Craig Chambers, Professor, joined the faculty in 1991. He received his S.B. degree in Computer Science from MIT in 1986 and his Ph.D. in Computer Science from Stanford in 1992. He joined Google in 2007.
His main research interest is the design and implementation of advanced programming languages. At MIT, he participated in the Argus distributed programming language project, and at Stanford he was a member of the Self purely object-oriented language and compiler project.
At UW, he has been involved in several major language design and optimizing compiler projects. Cecil is an advanced object-oriented language designed and implemented at UW as a vehicle for the study of new language features, static type systems, and programming environments. Diesel is a new programming language that builds on the experience gained with Cecil. In part, Diesel investigates more flexible method dispatching models and novel modularity mechanisms. The ideas pioneered in Cecil and Diesel have been adapted to other language contexts, including a Java extension, MultiJava, and an ML-like language, EML.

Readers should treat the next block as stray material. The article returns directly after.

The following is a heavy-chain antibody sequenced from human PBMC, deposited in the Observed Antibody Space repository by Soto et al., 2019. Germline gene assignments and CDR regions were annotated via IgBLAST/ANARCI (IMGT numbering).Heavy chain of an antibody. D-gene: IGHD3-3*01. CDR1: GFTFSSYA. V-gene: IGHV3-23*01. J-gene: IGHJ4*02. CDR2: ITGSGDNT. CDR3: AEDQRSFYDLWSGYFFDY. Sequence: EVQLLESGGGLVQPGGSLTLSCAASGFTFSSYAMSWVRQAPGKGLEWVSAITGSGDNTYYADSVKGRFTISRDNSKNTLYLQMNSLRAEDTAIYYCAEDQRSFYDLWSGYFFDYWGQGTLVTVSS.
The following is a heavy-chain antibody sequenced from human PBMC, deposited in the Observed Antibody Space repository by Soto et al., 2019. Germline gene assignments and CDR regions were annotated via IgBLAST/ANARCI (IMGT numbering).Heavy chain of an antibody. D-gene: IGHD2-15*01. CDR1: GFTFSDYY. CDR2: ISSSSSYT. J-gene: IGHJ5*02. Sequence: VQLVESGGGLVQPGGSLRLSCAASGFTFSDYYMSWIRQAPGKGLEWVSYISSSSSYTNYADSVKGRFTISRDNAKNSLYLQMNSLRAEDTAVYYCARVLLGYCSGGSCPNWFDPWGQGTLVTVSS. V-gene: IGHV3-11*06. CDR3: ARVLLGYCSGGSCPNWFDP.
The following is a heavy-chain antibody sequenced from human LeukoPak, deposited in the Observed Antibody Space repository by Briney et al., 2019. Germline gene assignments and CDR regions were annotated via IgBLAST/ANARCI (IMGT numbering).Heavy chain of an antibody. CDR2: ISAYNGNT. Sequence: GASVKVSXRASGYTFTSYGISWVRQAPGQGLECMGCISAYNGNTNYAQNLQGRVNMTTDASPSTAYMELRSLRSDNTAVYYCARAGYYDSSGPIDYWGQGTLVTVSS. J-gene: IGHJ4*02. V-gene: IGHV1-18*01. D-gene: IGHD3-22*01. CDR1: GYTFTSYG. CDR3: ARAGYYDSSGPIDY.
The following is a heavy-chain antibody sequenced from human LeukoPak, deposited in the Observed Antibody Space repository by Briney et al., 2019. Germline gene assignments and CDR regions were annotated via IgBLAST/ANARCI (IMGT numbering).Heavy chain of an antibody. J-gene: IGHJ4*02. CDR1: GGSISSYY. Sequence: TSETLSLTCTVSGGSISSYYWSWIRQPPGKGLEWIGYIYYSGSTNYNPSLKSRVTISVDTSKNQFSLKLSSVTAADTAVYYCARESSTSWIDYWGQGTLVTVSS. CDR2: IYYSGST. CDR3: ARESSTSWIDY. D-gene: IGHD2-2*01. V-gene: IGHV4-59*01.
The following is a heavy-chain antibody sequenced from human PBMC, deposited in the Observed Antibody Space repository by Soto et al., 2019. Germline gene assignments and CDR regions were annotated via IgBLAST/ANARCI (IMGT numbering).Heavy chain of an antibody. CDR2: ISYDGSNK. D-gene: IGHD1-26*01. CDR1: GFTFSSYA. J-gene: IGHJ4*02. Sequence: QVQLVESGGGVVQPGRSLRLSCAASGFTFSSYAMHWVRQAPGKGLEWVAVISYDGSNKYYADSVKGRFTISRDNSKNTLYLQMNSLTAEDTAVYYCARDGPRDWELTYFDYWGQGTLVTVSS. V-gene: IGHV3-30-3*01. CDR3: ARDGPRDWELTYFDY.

Vortex is a whole-program optimizing compiler infrastructure investigating implementation strategies for advanced languages, particularly object-oriented ones like Cecil, Java, Smalltalk, and C++. DyC is a compiler that performs selective run-time compilation to improve the performance of general- and special-purpose C programs. Whirlwind is a new optimizing compiler infrastructure following the Vortex and DyC projects. Whirlwind attacks new optimizations for high-level languages, such as data layout specification and optimization, and studies staged compilation, which integrates separate compilation, link-time whole-program compilation, and run-time compilation. Whirlwind includes the Rhodium system for specifying optimizations that can be proven correct automatically.
Outside of work, he plays Ultimate Frisbee several times a week, hikes, travels, and observes faint nebulae.